and its intent is to create a market for a recyclable product (i.e. R-Flex) and at the same time improve the overall quality of other recyclable products making them easier to find ultimate destinations to be recovered and reused.
Mascaro recently announced it will be constructing an additional 50,000 square foot building equipped with major recycling equipment adjacent to the Total Recycle complex in Birdsboro. The project is to commence in the Spring of 2019 and be completed by the Spring of 2020 upon completion of this building, Mascaro’s recycling network in Birdsboro will consist of a total of 160,000 square feet of buildings.
J. P. Mascaro Sr., Director of Sustainability for Mascaro, said, our company is committed to recycling despite the obstacles presented by the China ban as well as depressed commodity markets,our company has achieved throughout the years by not accepting the status quo and looking “outside the box” for solutions. We feel confident that adding to our company owned and operated infrastructure will place our company in a position to serve our customers over the long term. In business, cost vs. benefit drives most decisions but the element of social consciousness and awareness and our finite resources must be also taken into account when considering recycling decisions.
Christopher Loschiavo, director of Public Work for Plymouth Township, shared that the township is part of the Montgomery County Consortium of Communities that includes Springfield Township, Abington Township, Cheltenham Township, Hatboro Borough, Upper Dublin Township, and Upper Moreland Township. Each of these municipalities collects its own recycling and deliver it to a transfer station in Upper Dublin. J.P. Mascaro & Sons manages this facility and from there the recycled materials are transferred to the Birdsboro facility (see Whitemarsh Township above for full description).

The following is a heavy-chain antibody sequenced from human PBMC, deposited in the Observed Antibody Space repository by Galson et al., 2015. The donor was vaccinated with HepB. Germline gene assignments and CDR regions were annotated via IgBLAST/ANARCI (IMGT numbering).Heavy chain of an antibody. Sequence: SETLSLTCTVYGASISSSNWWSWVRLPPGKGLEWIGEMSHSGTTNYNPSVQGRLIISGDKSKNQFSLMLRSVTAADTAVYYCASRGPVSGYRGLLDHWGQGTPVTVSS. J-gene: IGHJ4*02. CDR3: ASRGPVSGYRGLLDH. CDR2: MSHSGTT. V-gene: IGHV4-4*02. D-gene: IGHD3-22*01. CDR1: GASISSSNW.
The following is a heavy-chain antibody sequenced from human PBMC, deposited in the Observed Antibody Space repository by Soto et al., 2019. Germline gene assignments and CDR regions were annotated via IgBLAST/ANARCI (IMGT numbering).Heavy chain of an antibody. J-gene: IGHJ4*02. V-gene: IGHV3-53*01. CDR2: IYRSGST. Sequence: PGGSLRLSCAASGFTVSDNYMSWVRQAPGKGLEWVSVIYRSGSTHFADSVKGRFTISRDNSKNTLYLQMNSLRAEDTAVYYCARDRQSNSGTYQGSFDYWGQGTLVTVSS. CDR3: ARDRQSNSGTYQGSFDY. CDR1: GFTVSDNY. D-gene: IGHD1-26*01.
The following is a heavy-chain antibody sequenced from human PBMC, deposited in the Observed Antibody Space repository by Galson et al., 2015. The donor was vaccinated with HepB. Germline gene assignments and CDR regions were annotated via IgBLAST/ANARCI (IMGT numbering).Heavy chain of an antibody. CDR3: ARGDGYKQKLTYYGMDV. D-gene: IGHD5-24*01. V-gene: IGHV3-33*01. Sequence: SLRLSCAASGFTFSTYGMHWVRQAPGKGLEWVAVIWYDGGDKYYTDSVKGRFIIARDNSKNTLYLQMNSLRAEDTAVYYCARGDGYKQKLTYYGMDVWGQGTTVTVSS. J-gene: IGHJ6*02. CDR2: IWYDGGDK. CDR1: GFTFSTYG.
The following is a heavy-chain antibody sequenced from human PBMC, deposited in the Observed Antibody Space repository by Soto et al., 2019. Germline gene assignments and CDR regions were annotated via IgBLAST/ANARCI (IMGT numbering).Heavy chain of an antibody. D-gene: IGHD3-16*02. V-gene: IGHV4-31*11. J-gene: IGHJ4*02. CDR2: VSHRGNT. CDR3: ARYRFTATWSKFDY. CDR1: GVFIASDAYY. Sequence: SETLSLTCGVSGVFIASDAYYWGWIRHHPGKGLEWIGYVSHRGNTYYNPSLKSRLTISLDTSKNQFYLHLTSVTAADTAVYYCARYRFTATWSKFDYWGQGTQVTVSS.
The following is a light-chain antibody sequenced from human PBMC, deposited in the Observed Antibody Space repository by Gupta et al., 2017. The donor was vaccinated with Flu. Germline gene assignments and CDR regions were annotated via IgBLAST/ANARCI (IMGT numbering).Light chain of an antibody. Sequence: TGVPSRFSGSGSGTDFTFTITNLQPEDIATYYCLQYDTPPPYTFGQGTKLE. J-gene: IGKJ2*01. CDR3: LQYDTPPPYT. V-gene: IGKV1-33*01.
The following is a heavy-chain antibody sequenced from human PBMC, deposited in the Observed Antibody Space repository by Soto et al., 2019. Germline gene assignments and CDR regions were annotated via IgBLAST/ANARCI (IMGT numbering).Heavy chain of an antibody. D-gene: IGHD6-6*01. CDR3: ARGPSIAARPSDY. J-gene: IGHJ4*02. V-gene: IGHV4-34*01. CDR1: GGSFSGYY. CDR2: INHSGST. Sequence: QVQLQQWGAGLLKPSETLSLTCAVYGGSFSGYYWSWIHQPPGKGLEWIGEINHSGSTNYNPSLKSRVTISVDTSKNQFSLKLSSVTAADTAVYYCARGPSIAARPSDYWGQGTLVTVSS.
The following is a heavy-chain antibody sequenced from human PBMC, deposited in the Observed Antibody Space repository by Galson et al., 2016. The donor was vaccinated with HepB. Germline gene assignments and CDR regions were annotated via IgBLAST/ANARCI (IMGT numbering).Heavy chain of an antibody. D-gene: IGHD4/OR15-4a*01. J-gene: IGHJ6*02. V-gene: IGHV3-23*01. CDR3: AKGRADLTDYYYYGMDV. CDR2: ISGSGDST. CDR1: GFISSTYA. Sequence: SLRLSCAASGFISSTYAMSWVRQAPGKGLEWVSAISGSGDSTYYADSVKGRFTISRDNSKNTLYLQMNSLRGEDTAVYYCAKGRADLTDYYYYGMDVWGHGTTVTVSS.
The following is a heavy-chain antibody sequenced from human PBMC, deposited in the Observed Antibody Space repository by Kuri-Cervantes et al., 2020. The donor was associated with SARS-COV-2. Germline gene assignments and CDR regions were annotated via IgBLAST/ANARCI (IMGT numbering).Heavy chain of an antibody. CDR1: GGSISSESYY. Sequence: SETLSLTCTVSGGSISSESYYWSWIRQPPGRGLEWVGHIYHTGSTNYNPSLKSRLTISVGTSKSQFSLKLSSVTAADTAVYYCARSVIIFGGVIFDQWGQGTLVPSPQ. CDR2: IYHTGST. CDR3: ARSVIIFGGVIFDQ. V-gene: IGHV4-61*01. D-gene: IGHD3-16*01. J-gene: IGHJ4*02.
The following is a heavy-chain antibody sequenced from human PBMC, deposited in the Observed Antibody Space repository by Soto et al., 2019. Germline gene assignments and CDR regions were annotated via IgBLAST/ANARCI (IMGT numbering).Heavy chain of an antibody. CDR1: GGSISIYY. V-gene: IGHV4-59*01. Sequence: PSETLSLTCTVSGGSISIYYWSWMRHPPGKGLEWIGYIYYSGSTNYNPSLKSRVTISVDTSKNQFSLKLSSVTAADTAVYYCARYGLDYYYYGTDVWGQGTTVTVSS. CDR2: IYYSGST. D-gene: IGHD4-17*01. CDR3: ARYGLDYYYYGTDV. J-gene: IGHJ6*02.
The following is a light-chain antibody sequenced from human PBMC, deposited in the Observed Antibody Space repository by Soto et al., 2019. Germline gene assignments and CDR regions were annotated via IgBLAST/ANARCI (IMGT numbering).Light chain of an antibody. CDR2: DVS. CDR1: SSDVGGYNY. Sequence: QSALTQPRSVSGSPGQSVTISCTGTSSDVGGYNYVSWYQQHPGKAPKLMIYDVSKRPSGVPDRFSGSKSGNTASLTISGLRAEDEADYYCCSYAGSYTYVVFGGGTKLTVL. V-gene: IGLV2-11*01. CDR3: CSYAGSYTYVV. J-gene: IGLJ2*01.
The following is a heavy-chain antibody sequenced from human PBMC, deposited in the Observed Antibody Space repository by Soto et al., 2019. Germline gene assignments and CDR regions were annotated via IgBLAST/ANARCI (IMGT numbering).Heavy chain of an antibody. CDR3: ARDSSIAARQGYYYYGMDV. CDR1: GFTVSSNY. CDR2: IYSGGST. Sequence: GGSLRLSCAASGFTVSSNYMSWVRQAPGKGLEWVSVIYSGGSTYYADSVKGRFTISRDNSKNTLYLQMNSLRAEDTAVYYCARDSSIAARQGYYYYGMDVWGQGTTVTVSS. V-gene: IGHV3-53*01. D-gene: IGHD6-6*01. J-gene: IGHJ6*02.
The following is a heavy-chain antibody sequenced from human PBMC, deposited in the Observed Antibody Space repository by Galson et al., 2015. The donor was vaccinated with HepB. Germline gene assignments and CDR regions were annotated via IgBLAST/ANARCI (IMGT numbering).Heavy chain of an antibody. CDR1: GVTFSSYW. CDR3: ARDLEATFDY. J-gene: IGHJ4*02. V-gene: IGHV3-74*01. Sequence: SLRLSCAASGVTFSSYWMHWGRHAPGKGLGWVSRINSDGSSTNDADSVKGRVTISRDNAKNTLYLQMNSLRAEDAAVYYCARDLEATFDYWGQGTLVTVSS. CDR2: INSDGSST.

Loschiavo also shared the following:
The recycle market is certainly bad at the moment. About 8 years ago before the market turned upside down Plymouth Township was receiving about $12.00 for every ton of recycling. Last month we were paying $43.63 per ton, nearly a $56 swing from 8 years ago. To put things into perspective, we pay $57.08 per ton at the Covanta trash to steam plant to discard trash. There is not much separation between the two nowadays.
Loschiavo also mentioned that not everything that makes it to Birdsboro is recycled. There is residual material (read the first article linked above for a good description as to what is recyclable and how it is sorted). He offered that he doesn’t know the amount of residual that find its way to a landfill or is burned. He further stated:
I would like to think and hope that if the recycling is not contaminated in any way that it is finding its way to a recycler who can convert this waste into a reusable material. However, the old adage was when in doubt RECYCLE IT has clearly turned to when in doubt THROW IT OUT!
Having said that, Plymouth Township is doing its best to limit the amount of contamination or non-recycling in the recycle bin. We are able to monitor what is being recycled because we still use a rear loader and can see the recycling when we dump it. The biggest problem contaminating bins is plastic bags and food waste left in containers. We have done our best to educate residents and continue to tag bins for unwanted items and food contamination so that our material is clean and recyclable and most importantly marketable.
So that is the state of recycling in these communities. Let us know your thoughts in the comments.